Roughly 7,000 rural communities in the U.S. deal with sewage the old-fashioned way: by dumping it into an open holding pond and letting sunlight and bacteria do the rest. Not only do these ponds smell bad, but it takes the bacteria a long time to render the sewage nonhazardous, a situation that could pose a contamination risk to waterways.
Wastewater-treatment plants, the most common solution, cost upward of $2 million to build, according to Kraig Johnson, the chief technology officer of Salt Lake City–based Wastewater Compliance Systems. Johnson, who researched biological solutions for sewage treatment at the University of Utah, is pilot-testing a simple and cheap solution: BioDomes, which house bacteria that break down contaminants in sewage and which could be installed for as little as $200,000.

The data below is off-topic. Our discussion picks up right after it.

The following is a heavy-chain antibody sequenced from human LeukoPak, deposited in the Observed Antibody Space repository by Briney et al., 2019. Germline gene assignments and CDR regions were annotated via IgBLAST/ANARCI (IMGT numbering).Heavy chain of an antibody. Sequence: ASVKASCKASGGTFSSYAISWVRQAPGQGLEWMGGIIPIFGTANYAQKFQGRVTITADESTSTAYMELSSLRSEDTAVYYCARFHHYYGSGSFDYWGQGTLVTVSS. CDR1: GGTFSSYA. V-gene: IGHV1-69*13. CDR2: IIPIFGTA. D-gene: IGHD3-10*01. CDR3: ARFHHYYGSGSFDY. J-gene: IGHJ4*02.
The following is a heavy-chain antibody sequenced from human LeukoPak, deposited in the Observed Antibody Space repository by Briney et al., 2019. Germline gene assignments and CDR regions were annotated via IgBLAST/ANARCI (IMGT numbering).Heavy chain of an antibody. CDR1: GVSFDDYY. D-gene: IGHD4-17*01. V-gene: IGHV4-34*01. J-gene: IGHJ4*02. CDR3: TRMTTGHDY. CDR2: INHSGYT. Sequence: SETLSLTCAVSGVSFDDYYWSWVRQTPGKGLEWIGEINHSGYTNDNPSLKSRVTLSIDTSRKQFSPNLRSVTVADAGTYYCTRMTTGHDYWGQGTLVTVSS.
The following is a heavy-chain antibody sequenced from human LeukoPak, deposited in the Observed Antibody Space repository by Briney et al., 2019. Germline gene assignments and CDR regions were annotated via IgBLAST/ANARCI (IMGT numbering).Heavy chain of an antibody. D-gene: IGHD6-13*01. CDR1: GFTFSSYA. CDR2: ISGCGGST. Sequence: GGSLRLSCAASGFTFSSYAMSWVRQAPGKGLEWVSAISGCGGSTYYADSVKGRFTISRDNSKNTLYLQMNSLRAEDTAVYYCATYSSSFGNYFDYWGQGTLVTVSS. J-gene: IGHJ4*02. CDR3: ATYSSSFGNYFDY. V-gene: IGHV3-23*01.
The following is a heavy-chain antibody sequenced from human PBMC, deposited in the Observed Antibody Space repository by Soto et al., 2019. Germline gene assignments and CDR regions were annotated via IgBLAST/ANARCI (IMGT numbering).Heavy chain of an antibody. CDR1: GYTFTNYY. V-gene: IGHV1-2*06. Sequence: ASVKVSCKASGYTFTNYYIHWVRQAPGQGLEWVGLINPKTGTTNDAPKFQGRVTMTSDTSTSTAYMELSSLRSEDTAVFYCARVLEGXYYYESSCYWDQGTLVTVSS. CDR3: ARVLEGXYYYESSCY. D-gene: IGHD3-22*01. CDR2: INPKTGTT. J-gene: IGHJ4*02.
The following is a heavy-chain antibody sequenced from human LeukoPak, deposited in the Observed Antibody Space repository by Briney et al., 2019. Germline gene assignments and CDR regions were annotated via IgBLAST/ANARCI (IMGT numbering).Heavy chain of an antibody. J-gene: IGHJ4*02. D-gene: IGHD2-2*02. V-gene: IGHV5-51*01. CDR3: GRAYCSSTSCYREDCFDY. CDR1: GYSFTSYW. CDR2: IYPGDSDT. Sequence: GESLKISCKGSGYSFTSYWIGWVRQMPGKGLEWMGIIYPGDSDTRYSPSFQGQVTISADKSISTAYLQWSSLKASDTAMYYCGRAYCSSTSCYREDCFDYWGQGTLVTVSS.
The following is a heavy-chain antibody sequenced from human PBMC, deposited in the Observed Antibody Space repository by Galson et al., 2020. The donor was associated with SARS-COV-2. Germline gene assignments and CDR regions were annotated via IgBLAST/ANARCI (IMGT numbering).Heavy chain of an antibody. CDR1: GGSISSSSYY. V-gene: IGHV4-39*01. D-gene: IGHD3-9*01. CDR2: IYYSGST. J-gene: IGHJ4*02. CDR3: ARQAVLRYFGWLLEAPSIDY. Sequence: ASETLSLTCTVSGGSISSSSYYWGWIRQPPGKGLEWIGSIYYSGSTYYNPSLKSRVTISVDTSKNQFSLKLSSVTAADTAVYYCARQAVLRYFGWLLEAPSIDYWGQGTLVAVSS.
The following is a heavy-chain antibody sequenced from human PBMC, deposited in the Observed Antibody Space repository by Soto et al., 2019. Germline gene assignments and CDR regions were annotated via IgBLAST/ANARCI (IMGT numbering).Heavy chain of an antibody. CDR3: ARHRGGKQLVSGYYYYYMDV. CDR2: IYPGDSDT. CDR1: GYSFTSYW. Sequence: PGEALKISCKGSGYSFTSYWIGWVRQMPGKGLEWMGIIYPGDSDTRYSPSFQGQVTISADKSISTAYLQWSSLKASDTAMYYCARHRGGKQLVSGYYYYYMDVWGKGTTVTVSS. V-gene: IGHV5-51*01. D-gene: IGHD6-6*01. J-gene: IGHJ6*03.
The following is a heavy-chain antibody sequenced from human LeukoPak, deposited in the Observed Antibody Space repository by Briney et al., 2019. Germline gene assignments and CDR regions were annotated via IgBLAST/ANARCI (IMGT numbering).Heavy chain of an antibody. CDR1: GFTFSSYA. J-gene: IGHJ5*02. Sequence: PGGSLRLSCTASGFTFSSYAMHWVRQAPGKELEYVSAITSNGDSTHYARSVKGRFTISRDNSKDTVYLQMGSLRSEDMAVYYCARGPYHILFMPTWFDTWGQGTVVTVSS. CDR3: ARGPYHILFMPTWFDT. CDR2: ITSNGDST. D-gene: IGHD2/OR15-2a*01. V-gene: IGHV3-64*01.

So far, 200 BioDomes (colloquially known as Poo-Gloos) are cleaning up sewage in six states, including Alabama and Nevada, and early data suggests that they might be as efficient as mechanical wastewater-treatment plants.
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